2018-06-07Zeitschriftenartikel DOI: 10.25646/6056
Potential adjustment methodology for missing data and reporting delay in the HIV Surveillance System, European Union/European Economic Area, 2015
Amato-Gauci, Andrew J.
ECDC HIV/AIDS Surveillance Network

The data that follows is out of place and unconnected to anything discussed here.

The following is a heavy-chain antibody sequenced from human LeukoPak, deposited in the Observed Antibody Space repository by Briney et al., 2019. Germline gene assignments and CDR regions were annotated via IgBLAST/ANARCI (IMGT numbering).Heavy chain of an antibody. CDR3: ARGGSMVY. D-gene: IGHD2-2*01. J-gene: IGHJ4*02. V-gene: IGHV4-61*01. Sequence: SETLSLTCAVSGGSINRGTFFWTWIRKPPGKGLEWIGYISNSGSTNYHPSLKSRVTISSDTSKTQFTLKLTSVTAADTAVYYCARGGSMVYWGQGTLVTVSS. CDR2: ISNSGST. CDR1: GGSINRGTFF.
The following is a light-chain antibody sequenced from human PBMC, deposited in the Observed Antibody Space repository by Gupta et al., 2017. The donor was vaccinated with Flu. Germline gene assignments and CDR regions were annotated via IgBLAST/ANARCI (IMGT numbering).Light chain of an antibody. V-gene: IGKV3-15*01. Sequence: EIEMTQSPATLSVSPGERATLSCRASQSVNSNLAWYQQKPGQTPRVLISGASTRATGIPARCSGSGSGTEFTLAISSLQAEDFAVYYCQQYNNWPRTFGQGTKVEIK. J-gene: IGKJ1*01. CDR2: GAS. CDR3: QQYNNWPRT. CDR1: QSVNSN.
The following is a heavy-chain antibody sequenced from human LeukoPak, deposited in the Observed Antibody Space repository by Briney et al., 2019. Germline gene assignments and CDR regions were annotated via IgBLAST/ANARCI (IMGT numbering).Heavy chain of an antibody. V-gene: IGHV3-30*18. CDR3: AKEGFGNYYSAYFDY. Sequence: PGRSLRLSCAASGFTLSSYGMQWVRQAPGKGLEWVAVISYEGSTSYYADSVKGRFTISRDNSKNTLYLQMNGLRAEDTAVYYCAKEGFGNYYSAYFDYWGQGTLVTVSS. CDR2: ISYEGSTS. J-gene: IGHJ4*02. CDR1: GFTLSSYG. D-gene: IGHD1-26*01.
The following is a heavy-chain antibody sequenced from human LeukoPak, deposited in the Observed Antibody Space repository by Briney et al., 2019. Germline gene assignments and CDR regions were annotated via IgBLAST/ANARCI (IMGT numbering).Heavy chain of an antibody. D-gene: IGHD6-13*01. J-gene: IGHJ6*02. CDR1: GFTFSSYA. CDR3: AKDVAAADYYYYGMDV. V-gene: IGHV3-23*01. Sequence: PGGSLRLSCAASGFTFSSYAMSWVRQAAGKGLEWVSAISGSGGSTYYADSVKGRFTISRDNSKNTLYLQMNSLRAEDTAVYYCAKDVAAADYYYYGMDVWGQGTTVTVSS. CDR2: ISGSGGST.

HIV remains one of the most important public health concerns in the European Union and European Economic Area (EU/EEA). Accurate data are therefore crucial to appropriately direct and evaluate public health response. The European Centre for Disease Prevention and Control (ECDC) and the World Health Organization Regional Office for Europe (WHO/Europe) have jointly coordinated enhanced HIV/AIDS surveillance in the European Region since 2008. The general objectives of the surveillance system in EU/EEA countries include monitoring of trends over time and across countries. Specific HIV-related objectives include the monitoring of testing patterns, late HIV diagnoses, defined by low CD4+ counts (<350 cells/mm3), and mortality, as well estimating HIV incidence and prevalence stratified by key populations, e.g. transmission category and migrant status . To meet these objectives, the long-term strategy states that improving the quality of surveillance data is needed . Achieving this in practice poses challenges, especially given the heterogeneous national surveillance systems in the EU/EEA and that the routinely collected data are known to suffer from important quality limitations. The limitations originating from national data collection systems may include under-reporting or duplication of cases, delays in reporting, incompleteness of data and misclassification. Accounting for some of these limitations (e.g. assessment of under-reporting) requires additional data such as cohort studies or registries, while other issues, such as incompleteness and reporting delay, may be addressed directly within the surveillance datasets. Missing data are a well-recognised problem within surveillance systems. When values for some variables are missing and cases with missing values are excluded from analysis, it may lead to biased and potentially less precise estimates [3,4]. In principle, whenever there are missing data or reporting delays, the accuracy of epidemiological distributions and trends should be interpreted with caution. Reporting delay, the time from case diagnosis to notification, can lead to problems when analysing the most recent years, given that the information on some cases or variables may not have been collected yet because of national reporting process characteristics. This phenomenon is common in disease surveillance and also applies to HIV [5-8]. Rough adjustments for reporting delay were already implemented in the past in Europe [8,9], but further refinement of the existing applied methodology is needed to address this issue across more countries’ data. The main purpose of this paper is to explore the issues of missing data and reporting delay in EU/EEA HIV surveillance data. We aim to quantify the extent to which these problems are present and to identify specific data characteristics that are relevant for data adjustments. Taking these characteristics into account, we also propose methods to adjust for missing data and reporting delay based on literature and existing national practices in EU/EEA countries.
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